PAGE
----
Trikone, the oldest non-profit organization for LGBTQ people of South Asian descent in the San Francisco Bay Area and USA, aimed to highlight the plight of LGBTQ people and their rights in India during the recent visit of Indian Prime Minister Narendra Modi. Members of the organization were present at the SAP centre where PM Modi was to give his speech, with banners and placards that brought attention to LGBTQ issues and ask him to speak out on the issue, which he has never done so till now.
However, as the members stood there peacefully holding their signs, they soon found themselves being pushed and attacked by fellow Indian who were present there to welcome PM Modi. Upon noticing Trikone members with signs that read ““377” The old British law still haunts Bangladesh, Pakistan, India, Maldives, Myanmar and more… #LGBTQ Rights” and “Hey Modi, Take a Selfie with us LGBT”, supporters of the Indian Prime Minister asked them to vacate the place. When they resisted, they were surrounded and pushed out, and the supporters of PM Modi starter shouting “Bharat Mata ki Jai”.
Mohammed Shaik Hussain Ali, the chairperson of Trikone, told Gaylaxy over email, “My sign was snatched, broken and thrown. I was dragged, pulled out by my collar, held on my neck and was yelled at – you don’t belong here.” Others too were attacked, he informed, “The Outreach Director was punched in the back. Their signs were snatched and strewn as well. They started yelling in unison ‘Get Out’.”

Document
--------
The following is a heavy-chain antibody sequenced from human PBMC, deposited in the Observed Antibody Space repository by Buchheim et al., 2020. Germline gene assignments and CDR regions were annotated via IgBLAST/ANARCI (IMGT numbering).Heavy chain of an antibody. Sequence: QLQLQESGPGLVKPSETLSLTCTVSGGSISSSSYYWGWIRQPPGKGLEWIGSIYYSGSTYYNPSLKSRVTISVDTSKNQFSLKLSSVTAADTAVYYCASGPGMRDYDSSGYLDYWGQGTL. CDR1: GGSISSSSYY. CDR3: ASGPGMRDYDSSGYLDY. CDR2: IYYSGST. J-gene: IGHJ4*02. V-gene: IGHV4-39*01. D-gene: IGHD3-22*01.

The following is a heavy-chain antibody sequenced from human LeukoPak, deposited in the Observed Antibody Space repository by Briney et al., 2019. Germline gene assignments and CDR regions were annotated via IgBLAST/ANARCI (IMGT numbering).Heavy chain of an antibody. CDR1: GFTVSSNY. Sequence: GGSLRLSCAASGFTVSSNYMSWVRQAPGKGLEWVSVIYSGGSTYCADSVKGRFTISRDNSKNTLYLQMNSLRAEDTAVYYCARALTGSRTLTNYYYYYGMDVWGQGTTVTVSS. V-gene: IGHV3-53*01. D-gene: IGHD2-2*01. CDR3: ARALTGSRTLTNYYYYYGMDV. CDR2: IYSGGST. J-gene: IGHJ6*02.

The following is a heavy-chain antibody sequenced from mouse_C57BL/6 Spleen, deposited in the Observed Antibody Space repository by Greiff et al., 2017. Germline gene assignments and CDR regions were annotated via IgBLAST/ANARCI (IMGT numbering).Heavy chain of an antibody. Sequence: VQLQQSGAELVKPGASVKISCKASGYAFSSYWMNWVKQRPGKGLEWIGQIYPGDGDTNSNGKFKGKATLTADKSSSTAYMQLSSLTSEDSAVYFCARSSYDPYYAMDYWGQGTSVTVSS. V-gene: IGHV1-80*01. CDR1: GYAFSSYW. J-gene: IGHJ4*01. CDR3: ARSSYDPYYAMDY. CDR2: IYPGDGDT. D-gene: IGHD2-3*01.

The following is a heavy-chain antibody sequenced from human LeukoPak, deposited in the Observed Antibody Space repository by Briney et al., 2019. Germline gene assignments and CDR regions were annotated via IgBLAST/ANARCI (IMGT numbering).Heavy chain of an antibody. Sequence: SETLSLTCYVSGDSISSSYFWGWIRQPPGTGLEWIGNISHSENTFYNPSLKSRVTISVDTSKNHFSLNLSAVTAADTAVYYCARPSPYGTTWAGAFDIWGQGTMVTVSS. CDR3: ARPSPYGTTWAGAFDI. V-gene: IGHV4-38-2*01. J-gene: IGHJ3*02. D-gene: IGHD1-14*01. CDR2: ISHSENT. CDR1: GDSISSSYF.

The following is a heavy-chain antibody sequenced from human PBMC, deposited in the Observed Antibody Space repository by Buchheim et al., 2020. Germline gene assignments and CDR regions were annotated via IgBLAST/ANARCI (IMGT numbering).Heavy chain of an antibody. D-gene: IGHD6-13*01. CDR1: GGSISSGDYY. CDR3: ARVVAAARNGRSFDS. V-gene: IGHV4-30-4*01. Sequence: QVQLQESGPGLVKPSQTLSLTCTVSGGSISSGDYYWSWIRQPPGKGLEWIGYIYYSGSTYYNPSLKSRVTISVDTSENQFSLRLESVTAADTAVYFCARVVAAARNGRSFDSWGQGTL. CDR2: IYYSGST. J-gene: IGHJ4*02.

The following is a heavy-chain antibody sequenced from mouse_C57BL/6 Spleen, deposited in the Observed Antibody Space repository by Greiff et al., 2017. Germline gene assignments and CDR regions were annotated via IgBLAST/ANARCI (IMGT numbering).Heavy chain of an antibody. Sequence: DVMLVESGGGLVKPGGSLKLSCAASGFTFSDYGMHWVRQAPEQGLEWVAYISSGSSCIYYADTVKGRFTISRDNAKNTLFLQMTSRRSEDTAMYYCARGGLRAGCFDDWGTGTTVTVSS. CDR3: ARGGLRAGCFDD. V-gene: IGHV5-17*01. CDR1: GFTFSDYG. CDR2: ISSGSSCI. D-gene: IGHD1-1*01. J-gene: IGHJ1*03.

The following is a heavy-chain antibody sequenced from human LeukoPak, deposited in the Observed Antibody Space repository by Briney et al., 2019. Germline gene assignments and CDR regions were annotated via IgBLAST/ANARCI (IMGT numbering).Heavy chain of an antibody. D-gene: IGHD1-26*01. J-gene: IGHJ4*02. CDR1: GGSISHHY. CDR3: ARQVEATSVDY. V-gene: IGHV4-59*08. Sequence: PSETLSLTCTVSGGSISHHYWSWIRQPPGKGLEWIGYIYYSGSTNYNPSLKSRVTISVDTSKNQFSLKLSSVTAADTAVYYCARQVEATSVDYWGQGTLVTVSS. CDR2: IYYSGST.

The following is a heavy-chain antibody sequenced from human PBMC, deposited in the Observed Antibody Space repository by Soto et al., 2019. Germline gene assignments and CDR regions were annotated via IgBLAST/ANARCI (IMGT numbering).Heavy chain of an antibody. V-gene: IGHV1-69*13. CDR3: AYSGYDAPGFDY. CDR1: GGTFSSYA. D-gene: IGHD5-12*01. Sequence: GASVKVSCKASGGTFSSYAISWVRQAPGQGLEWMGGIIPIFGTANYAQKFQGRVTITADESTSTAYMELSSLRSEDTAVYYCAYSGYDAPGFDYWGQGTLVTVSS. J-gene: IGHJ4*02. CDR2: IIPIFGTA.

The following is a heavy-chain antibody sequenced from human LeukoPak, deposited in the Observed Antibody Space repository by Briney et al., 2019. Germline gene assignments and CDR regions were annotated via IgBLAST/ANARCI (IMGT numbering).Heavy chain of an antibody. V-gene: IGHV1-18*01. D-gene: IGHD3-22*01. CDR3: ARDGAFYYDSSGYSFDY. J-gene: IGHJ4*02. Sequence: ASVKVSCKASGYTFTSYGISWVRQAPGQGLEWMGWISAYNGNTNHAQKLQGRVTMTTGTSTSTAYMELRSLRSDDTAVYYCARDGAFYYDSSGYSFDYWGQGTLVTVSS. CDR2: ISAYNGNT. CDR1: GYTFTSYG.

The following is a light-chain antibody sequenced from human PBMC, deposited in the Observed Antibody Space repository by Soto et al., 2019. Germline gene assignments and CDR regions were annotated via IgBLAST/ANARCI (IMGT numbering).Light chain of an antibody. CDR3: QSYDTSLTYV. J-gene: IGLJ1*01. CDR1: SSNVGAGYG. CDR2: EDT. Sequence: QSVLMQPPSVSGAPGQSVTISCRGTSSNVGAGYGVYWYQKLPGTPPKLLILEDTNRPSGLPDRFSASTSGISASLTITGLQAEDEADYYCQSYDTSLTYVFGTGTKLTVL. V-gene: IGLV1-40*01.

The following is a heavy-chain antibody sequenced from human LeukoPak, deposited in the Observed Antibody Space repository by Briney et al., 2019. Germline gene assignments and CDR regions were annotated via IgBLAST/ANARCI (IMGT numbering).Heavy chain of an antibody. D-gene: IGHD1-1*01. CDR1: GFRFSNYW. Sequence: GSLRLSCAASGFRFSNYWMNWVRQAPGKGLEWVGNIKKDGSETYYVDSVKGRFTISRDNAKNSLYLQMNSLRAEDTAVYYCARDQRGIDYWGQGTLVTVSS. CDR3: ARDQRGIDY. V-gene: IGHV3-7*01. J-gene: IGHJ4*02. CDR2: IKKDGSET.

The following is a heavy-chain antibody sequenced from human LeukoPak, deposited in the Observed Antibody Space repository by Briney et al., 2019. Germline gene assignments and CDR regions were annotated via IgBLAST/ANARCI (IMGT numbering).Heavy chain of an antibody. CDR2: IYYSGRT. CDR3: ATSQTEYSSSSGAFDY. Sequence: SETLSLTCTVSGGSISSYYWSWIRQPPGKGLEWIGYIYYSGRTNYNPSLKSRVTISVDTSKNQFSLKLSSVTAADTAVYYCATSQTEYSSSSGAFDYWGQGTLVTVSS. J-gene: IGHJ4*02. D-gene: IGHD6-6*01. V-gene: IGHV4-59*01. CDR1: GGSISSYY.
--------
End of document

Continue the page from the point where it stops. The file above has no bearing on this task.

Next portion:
In a blog post Mr. Ali wrote, “Section 377 criminalises me. My sole aim was to bring focus to the fact at a venue where fellow Indians have gathered… We were definitely not in support of the Prime Minister. But categorically, we were not against him personally; we have and will always be against Section 377 and the inaction of the Government of India.”
Another person Hrishi Sathawane narrated the ordeal in a Facebook post and wrote: “I’m a bit shaken to see how the crowd mentality worked itself out and I feel sorry for all the minorities out there who have experienced it in some way or other. True progress (technology or otherwise) happens when all divergent voices are heard and given a fair shot and not forced out by majority.”
Here are some pictures from the protest, courtesy of Trikone
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